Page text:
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Your ship has come in

Maclean's / November 2014

Largely unknown to students, Coast Guard College offers adventure—and guaranteed jobs

At 7:35 a.m. sharp, whether on land or at sea, 144 students of the Canadian Coast Guard College in Sydney, N.S., meet for morning divisions. Dressed in their uniforms—dark pants with a blue shirt, epaulets stitched to their shoulders— they sing O Canada, eat a quick breakfast and split into groups: Students take either navigation or marine engineering in English or French. Classes start at 8 a.m. and run until five.

During the sea phase, which students must complete twice during their four years at the college, cadets spend seven months on a Coast Guard boat. “It was the hardest thing I’ve ever done,” says Mariah McCooey, a navigation officer who graduated in 2011 and is now a communications officer with the Department of Fisheries and Oceans. Stationed on the Louis S. St-Laurent, the country’s largest icebreaker and flagship of the Canadian Coast Guard, there were perks, too. “You see polar bears, whales of all kinds, walruses. You see landscapes most people will never see.”

It’s the promise of adventure that draws many to the Coast Guard, says executive director Louis Guimond, a graduate who spent 34 years at sea. “If you like travel and experiencing new things, this is a great way to do that. But if you like familiarity and being in your own environment, it might not be the place for you.” Of 64 new students admitted each year, a third will fail academically and a handful more will leave for personal reasons. “Some people find being away from their family and support system just isn’t for them. It’s not a lifestyle they want.”

Established in 1965 to remedy the shortage of Canadian mariners, and expanded in the 1990s to include electronic technicians, radio communications and environmental responders, the college is about to celebrate its 50th year.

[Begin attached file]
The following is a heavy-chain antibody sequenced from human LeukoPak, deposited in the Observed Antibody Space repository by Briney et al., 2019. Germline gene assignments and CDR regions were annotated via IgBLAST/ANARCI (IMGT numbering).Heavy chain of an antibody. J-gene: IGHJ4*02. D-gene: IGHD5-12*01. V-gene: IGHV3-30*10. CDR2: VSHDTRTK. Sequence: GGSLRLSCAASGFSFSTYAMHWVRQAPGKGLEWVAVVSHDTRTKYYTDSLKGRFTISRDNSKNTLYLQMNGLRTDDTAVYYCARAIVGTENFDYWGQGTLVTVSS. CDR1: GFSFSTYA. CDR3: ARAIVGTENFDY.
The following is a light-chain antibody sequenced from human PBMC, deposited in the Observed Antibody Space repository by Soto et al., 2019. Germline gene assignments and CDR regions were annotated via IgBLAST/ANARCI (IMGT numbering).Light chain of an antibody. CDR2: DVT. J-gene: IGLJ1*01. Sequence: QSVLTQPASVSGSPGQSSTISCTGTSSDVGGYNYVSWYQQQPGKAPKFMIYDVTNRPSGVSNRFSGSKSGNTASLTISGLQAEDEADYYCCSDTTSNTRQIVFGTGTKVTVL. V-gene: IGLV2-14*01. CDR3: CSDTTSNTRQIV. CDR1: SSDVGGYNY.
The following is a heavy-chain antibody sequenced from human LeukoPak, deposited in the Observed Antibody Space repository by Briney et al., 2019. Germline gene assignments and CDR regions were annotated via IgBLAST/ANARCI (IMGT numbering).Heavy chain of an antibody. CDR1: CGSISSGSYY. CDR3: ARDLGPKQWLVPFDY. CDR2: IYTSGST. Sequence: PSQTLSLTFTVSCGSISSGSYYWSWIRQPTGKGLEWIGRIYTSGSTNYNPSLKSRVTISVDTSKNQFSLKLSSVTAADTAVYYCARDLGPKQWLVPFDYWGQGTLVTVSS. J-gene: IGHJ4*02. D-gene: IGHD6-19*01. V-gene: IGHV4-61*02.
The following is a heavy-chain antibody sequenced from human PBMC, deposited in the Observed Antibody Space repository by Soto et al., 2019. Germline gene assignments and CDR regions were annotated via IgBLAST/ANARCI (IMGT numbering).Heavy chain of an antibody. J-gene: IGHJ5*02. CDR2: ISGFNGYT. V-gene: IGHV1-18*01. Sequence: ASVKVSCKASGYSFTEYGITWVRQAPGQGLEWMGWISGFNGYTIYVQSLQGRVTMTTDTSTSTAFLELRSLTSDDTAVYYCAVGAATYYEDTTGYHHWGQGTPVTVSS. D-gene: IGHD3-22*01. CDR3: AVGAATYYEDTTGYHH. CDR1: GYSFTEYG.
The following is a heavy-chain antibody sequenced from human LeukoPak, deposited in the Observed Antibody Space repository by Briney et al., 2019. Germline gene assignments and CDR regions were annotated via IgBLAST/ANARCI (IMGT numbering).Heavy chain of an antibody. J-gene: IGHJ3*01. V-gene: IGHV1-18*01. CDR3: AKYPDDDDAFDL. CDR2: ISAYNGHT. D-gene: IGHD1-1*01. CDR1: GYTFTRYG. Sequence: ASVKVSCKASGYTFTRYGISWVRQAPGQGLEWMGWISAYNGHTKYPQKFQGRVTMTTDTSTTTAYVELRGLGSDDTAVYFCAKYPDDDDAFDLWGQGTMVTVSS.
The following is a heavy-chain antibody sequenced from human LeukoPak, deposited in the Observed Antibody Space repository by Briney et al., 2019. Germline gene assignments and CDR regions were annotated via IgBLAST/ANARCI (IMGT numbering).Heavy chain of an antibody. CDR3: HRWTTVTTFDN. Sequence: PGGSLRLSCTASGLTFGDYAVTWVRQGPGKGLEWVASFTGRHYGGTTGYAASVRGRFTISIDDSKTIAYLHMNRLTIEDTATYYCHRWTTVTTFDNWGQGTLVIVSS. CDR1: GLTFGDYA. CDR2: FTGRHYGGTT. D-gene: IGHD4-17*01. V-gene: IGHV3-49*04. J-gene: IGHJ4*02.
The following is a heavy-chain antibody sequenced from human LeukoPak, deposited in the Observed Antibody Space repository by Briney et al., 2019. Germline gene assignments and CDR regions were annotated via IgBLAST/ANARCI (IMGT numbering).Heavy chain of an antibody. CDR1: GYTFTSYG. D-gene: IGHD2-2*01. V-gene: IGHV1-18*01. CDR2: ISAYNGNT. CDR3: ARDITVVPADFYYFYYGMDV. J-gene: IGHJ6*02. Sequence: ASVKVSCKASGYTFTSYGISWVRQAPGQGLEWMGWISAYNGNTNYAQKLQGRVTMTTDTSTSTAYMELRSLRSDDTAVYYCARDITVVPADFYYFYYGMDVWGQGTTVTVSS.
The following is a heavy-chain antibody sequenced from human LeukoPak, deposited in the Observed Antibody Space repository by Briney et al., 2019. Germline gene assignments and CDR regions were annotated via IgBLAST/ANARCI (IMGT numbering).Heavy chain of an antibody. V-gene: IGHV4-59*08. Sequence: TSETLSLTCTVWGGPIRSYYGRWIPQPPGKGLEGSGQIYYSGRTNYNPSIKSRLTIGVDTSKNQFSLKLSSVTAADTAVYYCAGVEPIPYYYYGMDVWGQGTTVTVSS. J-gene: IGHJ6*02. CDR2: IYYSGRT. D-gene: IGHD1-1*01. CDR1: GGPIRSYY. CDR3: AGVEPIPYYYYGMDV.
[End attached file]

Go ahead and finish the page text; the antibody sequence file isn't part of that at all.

Still, its existence is largely unknown to would-be students. “Not many people even know it’s an option,” says Katie O’Leary, a 22-year-old from Trenton, Ont., who’s studying to be a navigation officer. While browsing for programs during her post-high-school gap year, O’Leary found the college online. “It seemed perfect, almost too good to be true.” The four-year navigation program offered both a certificate from Transport Canada (good on any ship of any size) and a bachelor’s degree from Cape Breton University. The Coast Guard guarantees employment after graduation, its pension plan begins on the first day of classes and—this is the too-good-to-be-true part—it’s all free.

“It’s a completely paid-for education,” says McCooey, “and I mean absolutely everything: They put you up on campus, they feed you and buy your books, then you come out with a degree and a job.” The 30-year-old from British Columbia stumbled upon the program through word of mouth.

For other students, serving the country is a family tradition. “My dad’s in the Canadian Forces, through the Royal Military College, and he suggested something similar for me in the Coast Guard,” says Guillaume Auclair, a 24-year-old marine engineering student from Quebec City. “It’s similar to the marines, in that room and board is free, but this is a lot less military.”

Qualifications, both academic and physical, are high. Classes include electro-technology and applied mechanics, both dense with physics and math, as well as technical writing, maritime law, nautical astronomy, phys ed and leadership and conflict resolution. “On a ship, you can’t run away from people,” laughs Auclair, one of five students in the French stream of marine engineering. “You have to be able to work together, even if you don’t always get along.”

Unlike the anonymity offered at larger universities, students at the Coast Guard get to know each other well, whether they want to or not. “We live together, eat together, sleep together,” says O’Leary of her class of 16. “You almost don’t even notice how close you get over the years.” So O’Leary was happy to have her own room during the second-year sea phase spent off the coast of Newfoundland. “I was lucky to get my own cabin, and it was pretty big, actually,” she says. “Bigger than my dorm room at the college, in fact.”

The promise of adventure draws many to the Coast Guard, says Gui- mond. But living at sea for extended periods of time is hard, and not all grads spend their whole careers on the water. “Will I work here for the rest of my life? Yes, absolutely,” says Auclair, who’s graduating this year and looking for- ward to life at sea, at least for now. “Will I be on ships the whole time? I don’t know.” If and when grads tire of a life of adventure, they’re also qualified for a desk job. “You can apply for one of many government office jobs within the Coast Guard,” he says. “Your shop expertise is good on land, too.”